In 2001, the ‘Command N’ gallery in Tokyo, Japan opened the Sukima (‘sukima’ means ‘gap’ in Japanese) competition project for submissions of theoretical architectures that would fit in the spaces between existing buildings in the city.

Many of the strategies used by architects in Tokyo, to defy earthquake damage, result in a majority of buildings being fabricated as autonomous structures - producing thousands of small gaps or sukima in the city. These spaces separate the concrete skins of the urban fold, providing cracks in which to question the technologies and social engineering of architecture and urban planning.

KIT travels to Tokyo to photograph, research and work in the Akihabara district for the project. Every day for two weeks, walking tours are undertaken and documentation of the area is made in photographic, sonic and written form. The gaps between buildings are found to be very small and as a result, inflatable architectures are chosen as the design format for the context. Since the Akihabara district is one dedicated to electronics and computer gaming stores, landscapes from computer games are to be printed on the inflatable structures, reflecting the projected identity of the area. The most popular videogame played in Akihabara at this time is called ‘Tekken’ so landscapes from this game are the ones utilized.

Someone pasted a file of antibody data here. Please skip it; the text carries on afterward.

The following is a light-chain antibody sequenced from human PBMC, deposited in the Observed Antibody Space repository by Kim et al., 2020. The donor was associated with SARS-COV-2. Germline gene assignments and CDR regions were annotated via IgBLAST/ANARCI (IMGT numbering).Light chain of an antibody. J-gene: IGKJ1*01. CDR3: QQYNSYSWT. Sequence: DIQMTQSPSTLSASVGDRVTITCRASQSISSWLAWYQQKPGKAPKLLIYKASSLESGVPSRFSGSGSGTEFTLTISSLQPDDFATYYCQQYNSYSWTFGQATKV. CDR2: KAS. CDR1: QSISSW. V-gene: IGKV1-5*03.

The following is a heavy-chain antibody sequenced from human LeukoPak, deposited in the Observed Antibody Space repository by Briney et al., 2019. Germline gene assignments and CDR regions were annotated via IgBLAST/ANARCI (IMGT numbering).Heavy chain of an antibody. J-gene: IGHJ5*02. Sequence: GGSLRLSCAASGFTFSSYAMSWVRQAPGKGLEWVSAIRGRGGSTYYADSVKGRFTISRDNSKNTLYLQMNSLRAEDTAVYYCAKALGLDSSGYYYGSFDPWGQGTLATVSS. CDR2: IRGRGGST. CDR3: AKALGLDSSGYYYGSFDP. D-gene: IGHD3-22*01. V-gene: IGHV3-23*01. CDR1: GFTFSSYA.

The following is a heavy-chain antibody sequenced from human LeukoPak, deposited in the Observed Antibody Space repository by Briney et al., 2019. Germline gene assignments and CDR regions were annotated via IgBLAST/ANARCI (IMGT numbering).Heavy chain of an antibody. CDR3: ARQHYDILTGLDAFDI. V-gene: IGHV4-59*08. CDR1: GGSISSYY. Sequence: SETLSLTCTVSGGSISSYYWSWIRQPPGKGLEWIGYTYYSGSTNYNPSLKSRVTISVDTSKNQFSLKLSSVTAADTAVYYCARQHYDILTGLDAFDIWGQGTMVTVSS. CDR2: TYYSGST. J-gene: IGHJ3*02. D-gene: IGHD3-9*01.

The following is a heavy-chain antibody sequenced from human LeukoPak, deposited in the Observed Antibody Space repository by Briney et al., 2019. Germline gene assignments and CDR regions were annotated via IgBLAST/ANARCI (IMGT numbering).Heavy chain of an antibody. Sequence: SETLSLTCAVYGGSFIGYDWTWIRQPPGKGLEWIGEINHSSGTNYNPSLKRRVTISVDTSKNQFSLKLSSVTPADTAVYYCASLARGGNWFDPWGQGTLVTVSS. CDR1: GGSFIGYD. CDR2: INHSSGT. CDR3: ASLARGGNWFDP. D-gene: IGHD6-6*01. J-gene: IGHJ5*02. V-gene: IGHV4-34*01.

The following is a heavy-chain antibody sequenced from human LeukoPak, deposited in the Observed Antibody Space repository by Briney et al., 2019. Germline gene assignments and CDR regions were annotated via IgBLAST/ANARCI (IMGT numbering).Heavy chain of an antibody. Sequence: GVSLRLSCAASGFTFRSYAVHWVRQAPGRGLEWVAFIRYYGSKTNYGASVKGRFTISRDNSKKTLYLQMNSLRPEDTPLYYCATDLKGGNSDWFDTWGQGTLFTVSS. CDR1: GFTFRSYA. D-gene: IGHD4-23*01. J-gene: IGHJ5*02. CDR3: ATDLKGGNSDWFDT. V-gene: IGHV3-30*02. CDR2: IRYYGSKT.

KIT members are invited to present a lecture at ‘Command N’ whilst working on Sukima and a presentations of the selected projects are given at ‘The Artlink Festival’ in October 2001.